Deep Thought

Deep Thought

Natalia_Pogonina
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  • Middlegame

Any strong chess player must know when to take a deep think, and when to make a move quickly. Time management is critical: you can’t be too fast, you can’t be too slow.

Here are the three typical situations when you might want to take your time:

1.      Choosing a plan.

2.      When you can significantly improve your position, e.g., gain advantage or equality.

3.      Critical moments when the result of the game is at stake.

Choosing a plan is typical of the opening-middlegame transition and for the later stages of the game. Mindless shuffling of pieces won’t lead to any good. You should have clear goals in mind and know what to aim for in the current position. Evaluating the position, choosing where to place pieces, preventing your opponent’s counter-play – all this requires time. If you are playing without a plan, you had better stop and reconsider what you are doing.

However, even if you have a good plan, things are still not easy. How does one notice opportunities for improving the position? The better your intuition is and the more experience you have, the easier it is to feel such moments. But there are also some signs that should serve as an alarm to you:

1.      A promising sacrifice is available, but you can’t evaluate the consequences.

2.      You see that the opponent has probably made a wrong move, one that doesn’t follow his correct plan.

3.      Your pieces are optimally placed, and you feel there’s got to be a way of capitalizing on their potential.

4.      Your opponent’s pieces are misplaced.

The strength of a player is largely dependent on whether he can feel when a critical moment occurs, and act accordingly. Here are a few signs of that:

1.      Many candidate moves lose on the spot, or lead to a bad position. Maybe there is only one playable move available, and you should find it.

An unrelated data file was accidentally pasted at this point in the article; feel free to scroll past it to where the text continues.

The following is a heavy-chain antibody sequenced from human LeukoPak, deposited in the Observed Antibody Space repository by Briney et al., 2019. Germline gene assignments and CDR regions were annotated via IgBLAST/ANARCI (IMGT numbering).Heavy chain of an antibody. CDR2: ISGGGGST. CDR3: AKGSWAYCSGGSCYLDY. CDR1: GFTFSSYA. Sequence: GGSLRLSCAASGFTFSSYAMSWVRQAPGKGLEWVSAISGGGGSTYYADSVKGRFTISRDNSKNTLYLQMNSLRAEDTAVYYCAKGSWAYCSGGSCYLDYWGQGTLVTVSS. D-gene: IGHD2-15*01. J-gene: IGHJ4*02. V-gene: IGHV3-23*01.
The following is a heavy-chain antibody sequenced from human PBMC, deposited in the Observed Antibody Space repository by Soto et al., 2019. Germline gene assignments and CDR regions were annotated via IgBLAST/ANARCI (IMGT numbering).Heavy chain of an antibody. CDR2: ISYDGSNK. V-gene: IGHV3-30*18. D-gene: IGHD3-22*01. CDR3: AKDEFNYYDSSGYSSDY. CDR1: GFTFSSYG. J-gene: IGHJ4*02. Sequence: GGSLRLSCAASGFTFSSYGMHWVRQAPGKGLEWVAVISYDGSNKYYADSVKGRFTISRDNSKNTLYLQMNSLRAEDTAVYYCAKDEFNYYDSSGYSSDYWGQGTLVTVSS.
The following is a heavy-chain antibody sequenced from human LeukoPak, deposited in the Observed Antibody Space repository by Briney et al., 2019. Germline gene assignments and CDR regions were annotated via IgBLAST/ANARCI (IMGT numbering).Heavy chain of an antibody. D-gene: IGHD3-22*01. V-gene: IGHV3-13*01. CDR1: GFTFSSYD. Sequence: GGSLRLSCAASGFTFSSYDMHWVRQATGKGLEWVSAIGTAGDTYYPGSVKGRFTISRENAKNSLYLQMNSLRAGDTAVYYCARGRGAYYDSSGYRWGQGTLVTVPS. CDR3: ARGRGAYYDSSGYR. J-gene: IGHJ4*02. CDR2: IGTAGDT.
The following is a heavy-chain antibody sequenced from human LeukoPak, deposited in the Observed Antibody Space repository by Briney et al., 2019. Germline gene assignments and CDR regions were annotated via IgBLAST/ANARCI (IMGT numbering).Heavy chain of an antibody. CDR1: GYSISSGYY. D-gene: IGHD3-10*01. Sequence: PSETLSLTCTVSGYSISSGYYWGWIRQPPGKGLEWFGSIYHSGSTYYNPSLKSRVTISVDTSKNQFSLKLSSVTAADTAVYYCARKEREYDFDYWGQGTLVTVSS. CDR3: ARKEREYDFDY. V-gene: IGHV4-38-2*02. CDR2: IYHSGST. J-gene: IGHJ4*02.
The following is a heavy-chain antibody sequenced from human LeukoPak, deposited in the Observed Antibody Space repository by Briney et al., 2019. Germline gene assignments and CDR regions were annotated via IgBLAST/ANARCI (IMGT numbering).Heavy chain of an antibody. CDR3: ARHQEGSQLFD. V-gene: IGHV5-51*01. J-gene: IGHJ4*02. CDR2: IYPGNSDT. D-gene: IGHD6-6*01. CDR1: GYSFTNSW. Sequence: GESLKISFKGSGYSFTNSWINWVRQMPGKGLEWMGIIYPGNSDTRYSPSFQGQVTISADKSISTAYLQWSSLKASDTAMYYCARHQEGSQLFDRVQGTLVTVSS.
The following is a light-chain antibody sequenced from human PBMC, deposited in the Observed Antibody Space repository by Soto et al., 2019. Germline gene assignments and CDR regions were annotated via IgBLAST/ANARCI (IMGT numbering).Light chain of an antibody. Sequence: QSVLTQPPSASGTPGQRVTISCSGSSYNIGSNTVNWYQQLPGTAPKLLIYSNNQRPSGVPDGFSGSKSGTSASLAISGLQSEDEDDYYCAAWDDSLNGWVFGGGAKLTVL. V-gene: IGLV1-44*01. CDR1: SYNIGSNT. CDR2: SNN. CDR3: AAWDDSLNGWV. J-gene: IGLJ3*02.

2.      Tactical fight. E.g., when both sides are attacking each other's kings, at some point a critical moment will happen.

3.      Transitions, e.g. when one side can simplify into a winning endgame.

During critical moments there is usually only one really good move, while others are significantly inferior.

In the game against Kaplan from the Women’s World Team Chess Championship’11 there were a few points when I had to take a deep think:

1.      On move 9 I had to choose between the calm continuation Rb8 and a pawn sacrifice Nd5. In the latter case I also had to decide where to retreat with the knight. This belongs to the first category – choosing a plan.

2.      On move 16 I had to determine the future course of events: leave the knight on a3, or allow it to enter the game.

3.      The first critical moment in the game happened on move 22. Instead of Ng5 with a strong attack I decided to win an exchange. The signs were: misplaced White pieces (queen, rook on f3 and king) and a significant change in the course of the game after winning the exchange.

4.      On move 25 I had to choose a new plan, and didn’t quite succeed.

5.      On move 29 I had to make the right move to equalize. The main idea was to stop the White pawns, so it wasn’t hard to find the move. However, I somehow overlooked it, and my position became rather gloomy. Things went downhill after I played h6 instead of creating counter-play with h5.  

6.      Move 35 was the second critical moment of the game. I had to settle for a draw, but instead started pressing for a win at all costs.

7.      The third critical moment – move 39. Only one continuation led to a win, while other moves gave White at least equality. The prerequisites of the sacrifice were a strong bishop on a7 and the fact that if Black lingers, White can start pushing the pawns on the queenside.   

 

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